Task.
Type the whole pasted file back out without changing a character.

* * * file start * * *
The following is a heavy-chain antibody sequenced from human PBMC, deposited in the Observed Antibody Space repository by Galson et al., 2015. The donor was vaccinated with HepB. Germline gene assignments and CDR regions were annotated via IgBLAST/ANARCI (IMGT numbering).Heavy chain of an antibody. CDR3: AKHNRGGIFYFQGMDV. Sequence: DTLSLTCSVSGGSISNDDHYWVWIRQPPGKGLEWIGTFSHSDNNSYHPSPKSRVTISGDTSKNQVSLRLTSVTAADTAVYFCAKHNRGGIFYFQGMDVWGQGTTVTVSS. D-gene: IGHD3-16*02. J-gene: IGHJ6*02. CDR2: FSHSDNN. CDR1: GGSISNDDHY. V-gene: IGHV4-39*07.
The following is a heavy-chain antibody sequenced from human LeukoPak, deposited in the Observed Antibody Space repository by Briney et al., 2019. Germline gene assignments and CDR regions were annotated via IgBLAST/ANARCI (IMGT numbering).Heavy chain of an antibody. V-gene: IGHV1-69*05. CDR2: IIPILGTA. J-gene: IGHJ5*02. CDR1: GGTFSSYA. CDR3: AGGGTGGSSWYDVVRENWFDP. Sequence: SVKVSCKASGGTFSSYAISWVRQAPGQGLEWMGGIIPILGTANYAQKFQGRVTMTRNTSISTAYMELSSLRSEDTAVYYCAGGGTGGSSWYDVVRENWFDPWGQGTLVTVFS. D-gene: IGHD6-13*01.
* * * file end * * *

The following is a heavy-chain antibody sequenced from human PBMC, deposited in the Observed Antibody Space repository by Galson et al., 2015. The donor was vaccinated with HepB. Germline gene assignments and CDR regions were annotated via IgBLAST/ANARCI (IMGT numbering).Heavy chain of an antibody. CDR3: AKHNRGGIFYFQGMDV. Sequence: DTLSLTCSVSGGSISNDDHYWVWIRQPPGKGLEWIGTFSHSDNNSYHPSPKSRVTISGDTSKNQVSLRLTSVTAADTAVYFCAKHNRGGIFYFQGMDVWGQGTTVTVSS. D-gene: IGHD3-16*02. J-gene: IGHJ6*02. CDR2: FSHSDNN. CDR1: GGSISNDDHY. V-gene: IGHV4-39*07.
The following is a heavy-chain antibody sequenced from human LeukoPak, deposited in the Observed Antibody Space repository by Briney et al., 2019. Germline gene assignments and CDR regions were annotated via IgBLAST/ANARCI (IMGT numbering).Heavy chain of an antibody. V-gene: IGHV1-69*05. CDR2: IIPILGTA. J-gene: IGHJ5*02. CDR1: GGTFSSYA. CDR3: AGGGTGGSSWYDVVRENWFDP. Sequence: SVKVSCKASGGTFSSYAISWVRQAPGQGLEWMGGIIPILGTANYAQKFQGRVTMTRNTSISTAYMELSSLRSEDTAVYYCAGGGTGGSSWYDVVRENWFDPWGQGTLVTVFS. D-gene: IGHD6-13*01.